This is a picture of:
(A) Charlotte training for the circus
(B) Charlotte learning to ride a horse
(C) Charlotte being very confused about which way to sit the saddle
(D) Charlotte learning trust
If you chose A or C, I apologize for your confusion.
Charlotte began horseback riding lessons this summer. She’d been asking to learn and I was excited that she could train with my friend Kit, trainer extraordinaire and proprietor of Blue Sky Farms at Brighton Farms.
I loved riding as a kid. Still do. And I am thrilled to share this sport with Charlotte.
In the past month, I’ve realized that I’m doing a lot more than sharing a childhood interest and sport with her. Horseback riding augments her Occupational Therapy in many important ways. It also provides an interesting corollary to and framework for thinking about parenting.
On the OT front:
Horseback riding requires core strength, including a strong shoulder girdle, awareness of how energy in the body flows from the core to the extremities, and a sense of where your body is in space. When she’s grooming the horse, Charlotte has to squat to brush his legs, and she has to hold one hoof while she picks it clean using the opposite hand. None of this comes easy to Charlotte.
Riding also requires motor-planning, something she works on in OT, and dexterous hands.
Finally, while Charlotte is not truly challenged with regards to self-regulation, she has been having issues with it lately. What does this mean, or how does it translate? She loses her temper easily, mostly when she is frustrated (by a grown up telling her she can’t do something), and she has started giving up when something is difficult. Neither frustration nor giving up work when you’re learning to ride a horse. She is endlessly frustrated that she’s only allowed to ride at a walk right now, but she has to take a deep breath and stick with it until her trainer allows her to go to the next level. For a kid who thinks she’s an “expert” at something once she’s tried it a few times, this is really difficult. I get now why hippotherapy is so helpful for kids with JRA, MS, or autism. For all the same reasons why riding is great for any child, really.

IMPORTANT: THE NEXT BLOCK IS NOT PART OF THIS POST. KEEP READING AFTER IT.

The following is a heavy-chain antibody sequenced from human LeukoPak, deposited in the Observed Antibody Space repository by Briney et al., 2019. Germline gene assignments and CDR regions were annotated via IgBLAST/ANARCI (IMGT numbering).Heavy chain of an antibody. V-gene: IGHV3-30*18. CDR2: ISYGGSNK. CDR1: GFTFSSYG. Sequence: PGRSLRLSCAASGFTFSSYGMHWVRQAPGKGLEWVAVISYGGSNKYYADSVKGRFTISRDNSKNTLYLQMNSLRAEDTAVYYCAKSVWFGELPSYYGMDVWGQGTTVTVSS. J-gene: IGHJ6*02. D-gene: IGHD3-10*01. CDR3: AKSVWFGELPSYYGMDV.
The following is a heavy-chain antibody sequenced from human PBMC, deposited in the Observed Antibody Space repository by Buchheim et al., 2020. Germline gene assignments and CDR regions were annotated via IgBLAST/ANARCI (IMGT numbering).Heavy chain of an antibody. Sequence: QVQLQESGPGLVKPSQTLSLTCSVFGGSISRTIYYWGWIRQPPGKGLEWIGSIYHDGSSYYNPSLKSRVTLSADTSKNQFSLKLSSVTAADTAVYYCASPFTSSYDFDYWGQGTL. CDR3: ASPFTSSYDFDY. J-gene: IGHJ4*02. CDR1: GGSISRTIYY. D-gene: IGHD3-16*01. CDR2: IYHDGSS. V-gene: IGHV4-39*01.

On the parenting front, Kit reminds me often that I need to exercise patience because the horse is just testing me. “Like other people in your life,” she’ll wink. She tells me go easy on the rein and use my leg, so that he’ll go in the direction of my hand and away from my leg.
“You have to make him think that turning/starting/stopping/changing gait is his idea, but make sure he’s doing it because you want him to. Just like with Charlotte,” she’ll say. Or, “Be patient, some days are just harder than others.” Or, “Give him some rein, he’s been working really hard.” And so on. Sometimes I’m amazed that she hasn’t written a parenting book with her sage horsey advice.
Now, why is Charlotte facing the wrong way on the horse, you ask, if this Kit is such a good trainer? Because Kit is a phenomenal trainer–the “around the world” exercise trains Charlotte’s core muscles (and not just because she’s giggling), and teaches her to trust Kit and the horse. Just wait til Kit sends her off at a trot. Backwards!